garden and greenhouse" (1921)">
Title: Plant culture; a working handbook of every day practice for all who grow flowering and ornamental plants in the garden and greenhouse
Year: 1921 (1920s)
Authors: Oliver, George Watson, 1858-1923 Hottes, Alfred Carl, 1891- joint author
Subjects: Gardening Greenhouses
Publisher: New York, A. T. De La Mare co., inc.
Contributing Library: The Library of Congress
Digitizing Sponsor: Sloan Foundation
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ore potting. They should in any case be kept close fora few days after being divided, in order to start fresh roots. FESTUCA (Fescue Grass). F. glauca grows only a few incheshigh; the foliage is of a bluish green color. Propagation. It may be divided and replanted during Marchor April. PANICUM (Oplismenus). The correct name is OplismenusBurmanni var. variegatus, although the common species is known asP. variegatum by florists. A useful Uttle warm house plant, havingleaves striped with white and pink. It will grow in shade or sun.and is used chiefly for hanging over the sides of baskets, vases andboxes. Propagation. The plant is propagated from cuttings in March. PAPYRUS (Egyptian Paper Plant). P. antiquorum is culti-vated in conservatories or planted out in the Summer near aquaticgardens. The proper name for this plant is Cyperus Papyrus. ThePapyrus, after being hfted from its Summer quarters, where thegrowths made are usually very strong, frequently gets into a half 420 PLANT CULTURE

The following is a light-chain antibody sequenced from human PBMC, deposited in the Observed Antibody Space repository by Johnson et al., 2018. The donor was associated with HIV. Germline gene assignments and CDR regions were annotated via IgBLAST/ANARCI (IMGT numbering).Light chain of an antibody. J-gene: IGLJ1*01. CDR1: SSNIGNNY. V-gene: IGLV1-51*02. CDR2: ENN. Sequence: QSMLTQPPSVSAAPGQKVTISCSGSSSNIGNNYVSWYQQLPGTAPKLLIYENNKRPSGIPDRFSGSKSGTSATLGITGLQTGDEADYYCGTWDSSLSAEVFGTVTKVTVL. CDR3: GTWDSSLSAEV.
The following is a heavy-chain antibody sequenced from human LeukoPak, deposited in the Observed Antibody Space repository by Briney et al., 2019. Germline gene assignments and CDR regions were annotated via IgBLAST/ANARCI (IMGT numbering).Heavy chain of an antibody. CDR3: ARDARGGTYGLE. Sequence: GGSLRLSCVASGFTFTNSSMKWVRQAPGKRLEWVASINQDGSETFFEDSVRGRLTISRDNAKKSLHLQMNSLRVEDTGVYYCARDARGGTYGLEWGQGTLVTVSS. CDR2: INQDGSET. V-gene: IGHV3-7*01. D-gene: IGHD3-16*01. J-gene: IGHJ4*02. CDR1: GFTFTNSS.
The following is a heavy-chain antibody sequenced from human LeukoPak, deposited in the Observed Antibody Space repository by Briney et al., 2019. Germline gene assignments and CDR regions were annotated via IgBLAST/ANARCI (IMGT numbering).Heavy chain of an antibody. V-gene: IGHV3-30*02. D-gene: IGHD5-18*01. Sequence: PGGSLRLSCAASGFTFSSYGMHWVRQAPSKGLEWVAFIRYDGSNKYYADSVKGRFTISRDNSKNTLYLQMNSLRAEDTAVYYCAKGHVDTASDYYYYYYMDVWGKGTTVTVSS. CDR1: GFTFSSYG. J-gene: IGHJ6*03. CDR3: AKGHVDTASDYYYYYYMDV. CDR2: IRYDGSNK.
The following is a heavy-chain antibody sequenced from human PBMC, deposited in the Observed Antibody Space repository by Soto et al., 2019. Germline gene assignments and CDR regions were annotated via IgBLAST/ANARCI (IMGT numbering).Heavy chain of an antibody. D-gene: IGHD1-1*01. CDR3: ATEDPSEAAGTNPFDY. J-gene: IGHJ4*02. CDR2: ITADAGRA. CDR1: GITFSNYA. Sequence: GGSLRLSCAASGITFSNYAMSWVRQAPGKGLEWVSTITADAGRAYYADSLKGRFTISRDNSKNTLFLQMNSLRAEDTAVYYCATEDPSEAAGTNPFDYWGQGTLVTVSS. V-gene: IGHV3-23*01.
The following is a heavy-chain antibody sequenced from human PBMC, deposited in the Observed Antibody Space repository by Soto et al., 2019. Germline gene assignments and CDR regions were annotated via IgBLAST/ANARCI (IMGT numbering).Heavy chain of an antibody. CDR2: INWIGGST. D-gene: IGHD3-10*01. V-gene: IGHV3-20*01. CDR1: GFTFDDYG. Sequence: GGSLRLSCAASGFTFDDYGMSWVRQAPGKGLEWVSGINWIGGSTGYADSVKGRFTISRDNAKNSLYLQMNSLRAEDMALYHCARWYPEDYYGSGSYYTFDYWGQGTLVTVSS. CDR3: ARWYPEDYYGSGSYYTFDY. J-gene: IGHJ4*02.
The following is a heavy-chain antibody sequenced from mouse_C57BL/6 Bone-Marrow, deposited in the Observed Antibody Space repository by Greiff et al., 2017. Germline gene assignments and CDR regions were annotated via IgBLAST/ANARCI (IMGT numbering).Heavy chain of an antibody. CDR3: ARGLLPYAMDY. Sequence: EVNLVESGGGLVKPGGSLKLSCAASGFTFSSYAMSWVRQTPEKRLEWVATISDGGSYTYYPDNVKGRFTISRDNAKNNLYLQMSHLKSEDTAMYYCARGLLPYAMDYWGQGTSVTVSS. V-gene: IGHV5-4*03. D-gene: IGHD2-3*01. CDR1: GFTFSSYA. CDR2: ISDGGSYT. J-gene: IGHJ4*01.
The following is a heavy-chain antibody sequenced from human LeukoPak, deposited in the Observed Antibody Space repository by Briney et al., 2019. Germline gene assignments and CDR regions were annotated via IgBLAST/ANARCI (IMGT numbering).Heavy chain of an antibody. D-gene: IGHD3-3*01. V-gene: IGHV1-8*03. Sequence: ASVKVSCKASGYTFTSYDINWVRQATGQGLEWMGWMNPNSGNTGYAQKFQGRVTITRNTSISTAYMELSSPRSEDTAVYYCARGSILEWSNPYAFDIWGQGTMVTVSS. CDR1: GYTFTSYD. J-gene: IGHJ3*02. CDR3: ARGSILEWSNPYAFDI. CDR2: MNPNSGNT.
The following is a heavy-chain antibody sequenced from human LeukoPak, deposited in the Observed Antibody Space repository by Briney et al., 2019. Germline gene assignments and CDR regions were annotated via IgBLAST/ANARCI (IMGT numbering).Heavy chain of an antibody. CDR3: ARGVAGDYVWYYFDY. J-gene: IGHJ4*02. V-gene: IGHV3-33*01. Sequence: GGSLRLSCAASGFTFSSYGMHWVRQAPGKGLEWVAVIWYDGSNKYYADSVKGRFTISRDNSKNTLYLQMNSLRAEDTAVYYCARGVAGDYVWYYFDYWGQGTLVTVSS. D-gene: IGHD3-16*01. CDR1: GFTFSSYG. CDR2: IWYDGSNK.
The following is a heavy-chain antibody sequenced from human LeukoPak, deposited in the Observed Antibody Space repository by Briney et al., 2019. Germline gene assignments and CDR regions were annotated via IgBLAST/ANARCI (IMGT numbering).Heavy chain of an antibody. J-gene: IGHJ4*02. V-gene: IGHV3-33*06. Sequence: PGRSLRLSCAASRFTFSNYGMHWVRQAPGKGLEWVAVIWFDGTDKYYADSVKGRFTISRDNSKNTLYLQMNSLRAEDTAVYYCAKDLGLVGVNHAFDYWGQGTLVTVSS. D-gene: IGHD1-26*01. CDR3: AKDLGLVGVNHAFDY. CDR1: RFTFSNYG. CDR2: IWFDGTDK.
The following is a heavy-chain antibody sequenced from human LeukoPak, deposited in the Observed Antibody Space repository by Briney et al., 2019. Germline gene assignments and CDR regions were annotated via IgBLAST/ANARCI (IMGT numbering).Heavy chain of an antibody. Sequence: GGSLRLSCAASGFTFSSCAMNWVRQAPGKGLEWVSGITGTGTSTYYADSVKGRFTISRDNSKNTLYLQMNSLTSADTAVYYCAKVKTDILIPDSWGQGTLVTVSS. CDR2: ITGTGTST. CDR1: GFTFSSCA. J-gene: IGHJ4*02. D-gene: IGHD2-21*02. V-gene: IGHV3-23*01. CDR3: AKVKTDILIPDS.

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Papyrus antiquorum. Egyptian Paper Plant ORNAMENTAL GRASSES 421 sickly state during the Winter months, from which it takes it sometime to recuperate after being replanted outside. In Winter thegrowths are grassy and spindling. Propagation. If the old plants are taken in hand some timein January, and split up into the smallest pieces and put in thesand bed of a warm house, they will in a few days push out fine,healthy roots and when potted in a mixture of equal parts of moss,sand and manure, will grow very vigorously and will be in splendidtrim for the planting out season. If it is desired to increase thestock the young plants, after being in the pots for a few weeks, canbe redivided and the operation of rooting gone through as at first.In the absence of a propagating bench a box of sand placed on thehot water pipes answers the same purpose. PENNISETUM (Fountain Grass). P. longistylum (villosum)and P. Ruppelii are perhaps the finest of our dwarf Grasses, whichare grown principally on a
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Tagged: , bookid:plantculturework01oliv , bookyear:1921 , bookdecade:1920 , bookcentury:1900 , bookauthor:Oliver__George_Watson__1858_1923 , bookauthor:Hottes__Alfred_Carl__1891__joint_author , booksubject:Gardening , booksubject:Greenhouses , bookpublisher:New_York__A__T__De_La_Mare_co___inc_ , bookcontributor:The_Library_of_Congress , booksponsor:Sloan_Foundation , bookleafnumber:423 , bookcollection:library_of_congress , bookcollection:biodiversity , bookcollection:fedlink , BHL Collection , BHL Consortium